I am trying to prove $\displaystyle \frac{x^{2}}{2} = \pi x - \frac{\pi^{2}}{3} + 2\displaystyle \sum^{\infty}_{n = 1} \frac{cos(nx)}{n^{2}}$ for $0 \leq x \leq 2 \pi$. I've done quite a lot:

Taking derivative of both sides and using part (a), we see that $\displaystyle \frac{x^{2}}{2}$ and $\displaystyle \pi x + 2\displaystyle \sum^{\infty}_{n = 1} \frac{cos(nx)}{n^{2}}$ differ by at most a constant on $\displaystyle 0 < x < 2 \pi$ (in part (a) I have basically shown that the derivative of each side is equal). Evaluating at $\displaystyle $\pi$$, we see that the constant difference is $\displaystyle \frac{\pi^{2}}{3}$, which proves the equality. Likewise evaluating at 0 and $\displaystyle 2 \pi$ we obtain the identity.

(Note, this argument depends on the claim that $\displaystyle \displaystyle \sum^{\infty}_{n = 1} \frac{1}{n^{2}} = \frac{\pi}{6}$, at the point when I evaluate at $\displaystyle \pi$. ...

So here's where I'm stuck. I have a hint that I'm supposed to use the following theorem:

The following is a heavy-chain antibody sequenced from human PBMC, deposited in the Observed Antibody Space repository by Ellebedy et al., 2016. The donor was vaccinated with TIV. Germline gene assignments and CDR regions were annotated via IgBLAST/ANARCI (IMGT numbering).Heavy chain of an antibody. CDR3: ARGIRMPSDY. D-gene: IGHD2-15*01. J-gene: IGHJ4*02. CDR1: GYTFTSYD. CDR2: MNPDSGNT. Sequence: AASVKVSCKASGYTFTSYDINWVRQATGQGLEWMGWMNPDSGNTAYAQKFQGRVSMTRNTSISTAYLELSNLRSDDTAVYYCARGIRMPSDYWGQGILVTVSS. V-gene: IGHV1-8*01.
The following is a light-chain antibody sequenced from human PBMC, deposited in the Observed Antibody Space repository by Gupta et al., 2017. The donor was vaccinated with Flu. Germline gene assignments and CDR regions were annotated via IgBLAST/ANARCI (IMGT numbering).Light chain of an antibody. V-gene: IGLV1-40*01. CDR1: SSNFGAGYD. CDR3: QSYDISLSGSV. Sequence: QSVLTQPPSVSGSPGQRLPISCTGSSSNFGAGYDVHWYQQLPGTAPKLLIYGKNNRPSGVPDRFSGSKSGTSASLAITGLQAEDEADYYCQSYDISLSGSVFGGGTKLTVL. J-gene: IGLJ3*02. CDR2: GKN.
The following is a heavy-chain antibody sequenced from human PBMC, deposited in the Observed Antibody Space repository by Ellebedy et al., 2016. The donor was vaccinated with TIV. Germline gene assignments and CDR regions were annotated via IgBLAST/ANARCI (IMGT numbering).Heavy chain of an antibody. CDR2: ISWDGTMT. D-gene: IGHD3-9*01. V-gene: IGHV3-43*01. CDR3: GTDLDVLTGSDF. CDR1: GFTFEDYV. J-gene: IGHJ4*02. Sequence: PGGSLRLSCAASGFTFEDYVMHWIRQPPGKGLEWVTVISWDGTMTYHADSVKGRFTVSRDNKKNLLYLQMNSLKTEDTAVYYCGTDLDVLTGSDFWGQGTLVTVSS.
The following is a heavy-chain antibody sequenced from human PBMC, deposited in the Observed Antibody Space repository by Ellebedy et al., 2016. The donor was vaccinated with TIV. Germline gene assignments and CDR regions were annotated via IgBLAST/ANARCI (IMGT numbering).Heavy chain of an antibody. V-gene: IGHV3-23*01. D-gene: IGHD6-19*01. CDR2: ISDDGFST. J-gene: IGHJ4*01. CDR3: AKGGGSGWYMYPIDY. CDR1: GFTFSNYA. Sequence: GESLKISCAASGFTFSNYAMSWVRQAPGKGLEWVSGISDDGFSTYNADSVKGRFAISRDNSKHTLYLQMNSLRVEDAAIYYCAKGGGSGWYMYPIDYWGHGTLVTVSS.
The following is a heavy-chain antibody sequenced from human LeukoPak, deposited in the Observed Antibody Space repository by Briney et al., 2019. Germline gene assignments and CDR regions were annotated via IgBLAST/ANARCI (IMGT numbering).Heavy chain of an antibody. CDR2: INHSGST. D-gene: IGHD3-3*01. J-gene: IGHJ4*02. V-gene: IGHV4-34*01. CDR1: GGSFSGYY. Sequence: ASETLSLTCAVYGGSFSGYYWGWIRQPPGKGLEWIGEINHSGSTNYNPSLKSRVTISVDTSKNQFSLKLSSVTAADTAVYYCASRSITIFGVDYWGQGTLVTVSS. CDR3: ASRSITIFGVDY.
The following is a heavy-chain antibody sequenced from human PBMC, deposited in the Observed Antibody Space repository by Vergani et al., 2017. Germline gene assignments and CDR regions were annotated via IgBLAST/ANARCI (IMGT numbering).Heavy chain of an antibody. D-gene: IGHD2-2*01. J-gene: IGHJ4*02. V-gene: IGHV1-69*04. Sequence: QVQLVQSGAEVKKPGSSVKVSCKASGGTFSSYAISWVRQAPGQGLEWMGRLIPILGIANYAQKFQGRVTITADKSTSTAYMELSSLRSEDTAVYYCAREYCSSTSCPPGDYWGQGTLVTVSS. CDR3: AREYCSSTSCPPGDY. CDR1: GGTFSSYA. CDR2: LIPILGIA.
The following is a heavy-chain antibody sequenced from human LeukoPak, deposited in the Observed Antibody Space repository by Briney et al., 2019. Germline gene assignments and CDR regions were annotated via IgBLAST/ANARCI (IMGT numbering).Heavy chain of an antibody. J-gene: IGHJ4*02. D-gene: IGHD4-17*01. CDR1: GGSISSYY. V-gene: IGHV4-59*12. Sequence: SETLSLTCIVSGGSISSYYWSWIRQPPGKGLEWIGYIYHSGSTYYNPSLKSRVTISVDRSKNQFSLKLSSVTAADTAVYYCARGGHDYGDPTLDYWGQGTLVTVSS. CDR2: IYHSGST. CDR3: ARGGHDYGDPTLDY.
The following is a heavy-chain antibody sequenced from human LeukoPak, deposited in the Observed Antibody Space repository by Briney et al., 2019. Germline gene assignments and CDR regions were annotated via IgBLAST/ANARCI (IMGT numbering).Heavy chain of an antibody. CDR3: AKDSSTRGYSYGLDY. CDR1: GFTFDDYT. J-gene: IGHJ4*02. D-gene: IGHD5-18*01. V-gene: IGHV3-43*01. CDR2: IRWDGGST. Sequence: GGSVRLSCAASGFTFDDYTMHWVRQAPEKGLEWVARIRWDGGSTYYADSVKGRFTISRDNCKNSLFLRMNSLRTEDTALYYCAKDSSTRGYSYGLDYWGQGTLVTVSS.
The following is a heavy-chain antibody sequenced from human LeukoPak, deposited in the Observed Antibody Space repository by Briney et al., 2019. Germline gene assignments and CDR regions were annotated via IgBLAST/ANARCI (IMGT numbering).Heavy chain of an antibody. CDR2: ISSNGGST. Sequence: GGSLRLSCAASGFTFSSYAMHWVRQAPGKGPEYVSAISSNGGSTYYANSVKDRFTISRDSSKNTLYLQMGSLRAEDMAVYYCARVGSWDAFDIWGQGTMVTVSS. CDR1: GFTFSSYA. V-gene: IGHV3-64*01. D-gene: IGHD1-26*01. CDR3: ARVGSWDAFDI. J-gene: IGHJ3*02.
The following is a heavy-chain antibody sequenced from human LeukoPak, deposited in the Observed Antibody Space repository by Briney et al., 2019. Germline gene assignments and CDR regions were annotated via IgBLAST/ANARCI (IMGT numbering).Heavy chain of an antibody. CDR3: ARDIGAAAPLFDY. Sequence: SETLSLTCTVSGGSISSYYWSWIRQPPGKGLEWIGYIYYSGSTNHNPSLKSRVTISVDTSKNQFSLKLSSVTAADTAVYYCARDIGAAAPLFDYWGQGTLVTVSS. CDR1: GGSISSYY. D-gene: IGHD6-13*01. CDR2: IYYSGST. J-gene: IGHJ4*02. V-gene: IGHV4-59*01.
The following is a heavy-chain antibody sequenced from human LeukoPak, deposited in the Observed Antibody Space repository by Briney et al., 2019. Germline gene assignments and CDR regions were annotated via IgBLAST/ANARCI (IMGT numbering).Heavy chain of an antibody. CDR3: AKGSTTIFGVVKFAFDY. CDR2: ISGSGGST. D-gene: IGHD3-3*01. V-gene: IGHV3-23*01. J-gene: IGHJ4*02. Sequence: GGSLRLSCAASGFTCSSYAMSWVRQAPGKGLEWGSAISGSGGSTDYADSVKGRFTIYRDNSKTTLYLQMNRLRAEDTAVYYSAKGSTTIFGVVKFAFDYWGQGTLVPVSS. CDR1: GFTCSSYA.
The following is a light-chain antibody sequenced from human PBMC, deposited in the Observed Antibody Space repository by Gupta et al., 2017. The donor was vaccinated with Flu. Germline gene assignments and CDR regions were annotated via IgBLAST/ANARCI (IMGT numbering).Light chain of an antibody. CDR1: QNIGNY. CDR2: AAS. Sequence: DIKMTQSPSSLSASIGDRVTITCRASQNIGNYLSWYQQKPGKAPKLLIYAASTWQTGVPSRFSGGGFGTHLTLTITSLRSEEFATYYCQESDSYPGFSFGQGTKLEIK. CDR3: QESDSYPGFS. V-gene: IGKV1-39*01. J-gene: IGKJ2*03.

If a function $\displaystyle f$ is continuous and periodic on $\displaystyle [0, 2 \pi]$ with period $\displaystyle 2 \pi$, then, using the usual notation about $\displaystyle a_{n}$ and $\displaystyle b_{n}$, $\displaystyle \frac{1}{\pi} \displaystyle \int^{2 \pi}_{0} |f(t)|^{2}dt = \frac{a_{0}^{2}}{2} + \sum^{\infty}_{n = 1}(a_{n}^{2} + b_{n}^{2})$.

My first question is, since my function isn't periodic, how do I use this theorem?

Anyway, I started trying this for the function I'm working with, but what I get is: $\displaystyle \frac{1}{\pi} \displaystyle \int^{2 \pi}_{0}\frac{x^{4}}{4}dx =$

$\displaystyle \Bigl( \frac{1}{\pi} \int^{2 \pi}_{0} \frac{x^{2}}{2}dx \Bigr)^{2}/2 + \sum^{\infty}_{n = 1} \Bigl( \frac{1}{\pi} \int^{2 \pi}_{0} \frac{x^{2}}{2}cos(nx) dx \Bigr)^{2} + \Bigl( \frac{1}{\pi} \int^{2 \pi}_{0} \frac{x^{2}}{2}sin(nx) dx \Bigr)^{2}$

Now I have to say, already this looks messed up. Am I doing something wrong?